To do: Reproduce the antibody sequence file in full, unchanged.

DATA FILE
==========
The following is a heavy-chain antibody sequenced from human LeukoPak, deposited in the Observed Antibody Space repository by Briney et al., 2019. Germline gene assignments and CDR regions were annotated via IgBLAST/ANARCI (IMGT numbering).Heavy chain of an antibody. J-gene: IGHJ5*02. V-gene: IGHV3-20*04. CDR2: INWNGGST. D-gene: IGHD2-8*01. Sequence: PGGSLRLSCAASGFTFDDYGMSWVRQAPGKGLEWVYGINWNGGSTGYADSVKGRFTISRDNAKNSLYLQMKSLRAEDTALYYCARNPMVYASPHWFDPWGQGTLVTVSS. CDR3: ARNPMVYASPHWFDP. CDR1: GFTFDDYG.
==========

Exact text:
The following is a heavy-chain antibody sequenced from human LeukoPak, deposited in the Observed Antibody Space repository by Briney et al., 2019. Germline gene assignments and CDR regions were annotated via IgBLAST/ANARCI (IMGT numbering).Heavy chain of an antibody. J-gene: IGHJ5*02. V-gene: IGHV3-20*04. CDR2: INWNGGST. D-gene: IGHD2-8*01. Sequence: PGGSLRLSCAASGFTFDDYGMSWVRQAPGKGLEWVYGINWNGGSTGYADSVKGRFTISRDNAKNSLYLQMKSLRAEDTALYYCARNPMVYASPHWFDPWGQGTLVTVSS. CDR3: ARNPMVYASPHWFDP. CDR1: GFTFDDYG.